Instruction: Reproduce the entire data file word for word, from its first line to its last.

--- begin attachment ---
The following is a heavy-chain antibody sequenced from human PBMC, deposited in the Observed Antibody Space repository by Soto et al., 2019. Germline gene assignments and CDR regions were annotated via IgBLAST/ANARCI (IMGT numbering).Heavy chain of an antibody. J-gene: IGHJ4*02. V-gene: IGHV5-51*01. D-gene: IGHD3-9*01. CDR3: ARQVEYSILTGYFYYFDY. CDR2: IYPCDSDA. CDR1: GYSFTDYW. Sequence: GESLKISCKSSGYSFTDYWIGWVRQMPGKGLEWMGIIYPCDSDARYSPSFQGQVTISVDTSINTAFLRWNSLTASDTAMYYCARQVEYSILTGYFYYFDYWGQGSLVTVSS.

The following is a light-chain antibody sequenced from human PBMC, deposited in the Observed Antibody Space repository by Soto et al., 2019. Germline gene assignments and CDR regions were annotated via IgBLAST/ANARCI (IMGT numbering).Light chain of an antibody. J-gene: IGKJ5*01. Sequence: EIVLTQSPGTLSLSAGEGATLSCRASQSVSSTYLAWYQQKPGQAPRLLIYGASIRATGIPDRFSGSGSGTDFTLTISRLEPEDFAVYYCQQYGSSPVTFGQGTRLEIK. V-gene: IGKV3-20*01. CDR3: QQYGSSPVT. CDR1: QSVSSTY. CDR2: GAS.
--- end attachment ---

The following is a heavy-chain antibody sequenced from human PBMC, deposited in the Observed Antibody Space repository by Soto et al., 2019. Germline gene assignments and CDR regions were annotated via IgBLAST/ANARCI (IMGT numbering).Heavy chain of an antibody. J-gene: IGHJ4*02. V-gene: IGHV5-51*01. D-gene: IGHD3-9*01. CDR3: ARQVEYSILTGYFYYFDY. CDR2: IYPCDSDA. CDR1: GYSFTDYW. Sequence: GESLKISCKSSGYSFTDYWIGWVRQMPGKGLEWMGIIYPCDSDARYSPSFQGQVTISVDTSINTAFLRWNSLTASDTAMYYCARQVEYSILTGYFYYFDYWGQGSLVTVSS.

The following is a light-chain antibody sequenced from human PBMC, deposited in the Observed Antibody Space repository by Soto et al., 2019. Germline gene assignments and CDR regions were annotated via IgBLAST/ANARCI (IMGT numbering).Light chain of an antibody. J-gene: IGKJ5*01. Sequence: EIVLTQSPGTLSLSAGEGATLSCRASQSVSSTYLAWYQQKPGQAPRLLIYGASIRATGIPDRFSGSGSGTDFTLTISRLEPEDFAVYYCQQYGSSPVTFGQGTRLEIK. V-gene: IGKV3-20*01. CDR3: QQYGSSPVT. CDR1: QSVSSTY. CDR2: GAS.